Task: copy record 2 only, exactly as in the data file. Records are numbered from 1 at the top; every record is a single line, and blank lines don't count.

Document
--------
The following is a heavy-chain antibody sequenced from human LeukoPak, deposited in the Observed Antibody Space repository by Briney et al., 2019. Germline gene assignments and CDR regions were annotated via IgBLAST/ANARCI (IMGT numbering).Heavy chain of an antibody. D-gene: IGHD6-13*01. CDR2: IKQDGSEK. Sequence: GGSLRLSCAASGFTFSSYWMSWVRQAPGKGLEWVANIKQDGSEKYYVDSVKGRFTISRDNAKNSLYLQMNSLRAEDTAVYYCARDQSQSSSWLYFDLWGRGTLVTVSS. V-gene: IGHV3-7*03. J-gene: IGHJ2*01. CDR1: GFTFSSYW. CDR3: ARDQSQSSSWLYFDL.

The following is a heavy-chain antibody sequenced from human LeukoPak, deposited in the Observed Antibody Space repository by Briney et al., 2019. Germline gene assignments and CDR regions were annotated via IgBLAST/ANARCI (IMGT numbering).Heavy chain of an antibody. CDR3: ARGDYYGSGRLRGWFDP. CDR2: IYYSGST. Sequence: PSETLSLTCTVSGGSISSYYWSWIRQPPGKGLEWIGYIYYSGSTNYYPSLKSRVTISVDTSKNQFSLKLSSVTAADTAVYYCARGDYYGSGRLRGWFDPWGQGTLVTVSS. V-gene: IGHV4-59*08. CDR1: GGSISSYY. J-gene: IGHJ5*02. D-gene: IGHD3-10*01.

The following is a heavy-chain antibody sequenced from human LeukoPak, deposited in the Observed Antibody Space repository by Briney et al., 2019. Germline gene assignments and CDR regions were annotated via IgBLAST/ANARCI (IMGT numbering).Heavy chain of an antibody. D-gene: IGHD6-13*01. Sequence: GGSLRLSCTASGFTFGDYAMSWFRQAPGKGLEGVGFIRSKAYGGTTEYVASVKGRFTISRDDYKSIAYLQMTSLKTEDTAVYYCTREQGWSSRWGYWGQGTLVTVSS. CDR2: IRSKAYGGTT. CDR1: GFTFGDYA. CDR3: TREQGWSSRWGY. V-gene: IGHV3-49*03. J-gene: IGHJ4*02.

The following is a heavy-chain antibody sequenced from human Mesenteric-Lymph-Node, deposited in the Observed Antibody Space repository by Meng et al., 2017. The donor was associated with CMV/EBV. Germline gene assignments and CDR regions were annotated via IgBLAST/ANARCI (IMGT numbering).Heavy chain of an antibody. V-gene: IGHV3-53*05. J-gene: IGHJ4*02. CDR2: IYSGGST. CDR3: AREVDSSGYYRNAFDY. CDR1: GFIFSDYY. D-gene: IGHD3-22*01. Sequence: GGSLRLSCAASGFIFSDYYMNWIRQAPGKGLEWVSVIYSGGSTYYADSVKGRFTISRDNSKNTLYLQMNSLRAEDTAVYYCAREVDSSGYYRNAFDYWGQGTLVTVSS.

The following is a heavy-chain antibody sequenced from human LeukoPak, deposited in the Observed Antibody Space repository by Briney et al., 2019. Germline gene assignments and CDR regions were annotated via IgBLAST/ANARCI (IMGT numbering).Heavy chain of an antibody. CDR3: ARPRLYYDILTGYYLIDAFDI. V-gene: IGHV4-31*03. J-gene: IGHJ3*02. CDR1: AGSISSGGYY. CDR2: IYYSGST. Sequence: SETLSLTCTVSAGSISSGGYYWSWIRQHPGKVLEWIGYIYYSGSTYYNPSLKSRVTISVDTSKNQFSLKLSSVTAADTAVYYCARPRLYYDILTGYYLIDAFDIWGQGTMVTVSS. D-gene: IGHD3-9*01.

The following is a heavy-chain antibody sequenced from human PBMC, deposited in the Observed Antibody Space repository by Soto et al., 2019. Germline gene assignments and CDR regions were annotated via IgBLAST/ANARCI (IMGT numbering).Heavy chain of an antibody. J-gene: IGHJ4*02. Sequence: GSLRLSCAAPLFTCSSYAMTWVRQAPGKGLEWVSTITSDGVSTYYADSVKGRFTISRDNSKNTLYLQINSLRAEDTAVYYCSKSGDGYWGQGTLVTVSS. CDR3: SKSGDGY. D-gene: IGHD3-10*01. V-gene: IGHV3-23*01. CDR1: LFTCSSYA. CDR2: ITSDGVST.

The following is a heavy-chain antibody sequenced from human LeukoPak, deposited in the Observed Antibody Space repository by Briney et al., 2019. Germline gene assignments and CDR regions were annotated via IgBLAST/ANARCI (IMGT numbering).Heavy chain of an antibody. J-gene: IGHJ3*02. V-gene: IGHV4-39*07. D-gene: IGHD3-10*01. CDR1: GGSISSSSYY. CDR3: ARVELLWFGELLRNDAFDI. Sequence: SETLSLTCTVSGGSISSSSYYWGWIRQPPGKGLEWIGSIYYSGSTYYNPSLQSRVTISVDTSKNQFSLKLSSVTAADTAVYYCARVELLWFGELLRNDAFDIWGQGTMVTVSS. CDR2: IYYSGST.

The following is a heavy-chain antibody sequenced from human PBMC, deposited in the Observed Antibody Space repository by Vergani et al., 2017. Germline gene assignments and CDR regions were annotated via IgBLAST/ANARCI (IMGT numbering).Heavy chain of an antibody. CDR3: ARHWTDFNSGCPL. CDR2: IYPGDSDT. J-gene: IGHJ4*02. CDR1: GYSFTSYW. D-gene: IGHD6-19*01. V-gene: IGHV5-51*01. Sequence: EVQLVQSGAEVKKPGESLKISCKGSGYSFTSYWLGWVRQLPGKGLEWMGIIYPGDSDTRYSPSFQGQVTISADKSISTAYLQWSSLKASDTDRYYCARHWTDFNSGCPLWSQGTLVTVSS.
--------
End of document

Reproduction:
The following is a heavy-chain antibody sequenced from human LeukoPak, deposited in the Observed Antibody Space repository by Briney et al., 2019. Germline gene assignments and CDR regions were annotated via IgBLAST/ANARCI (IMGT numbering).Heavy chain of an antibody. CDR3: ARGDYYGSGRLRGWFDP. CDR2: IYYSGST. Sequence: PSETLSLTCTVSGGSISSYYWSWIRQPPGKGLEWIGYIYYSGSTNYYPSLKSRVTISVDTSKNQFSLKLSSVTAADTAVYYCARGDYYGSGRLRGWFDPWGQGTLVTVSS. V-gene: IGHV4-59*08. CDR1: GGSISSYY. J-gene: IGHJ5*02. D-gene: IGHD3-10*01.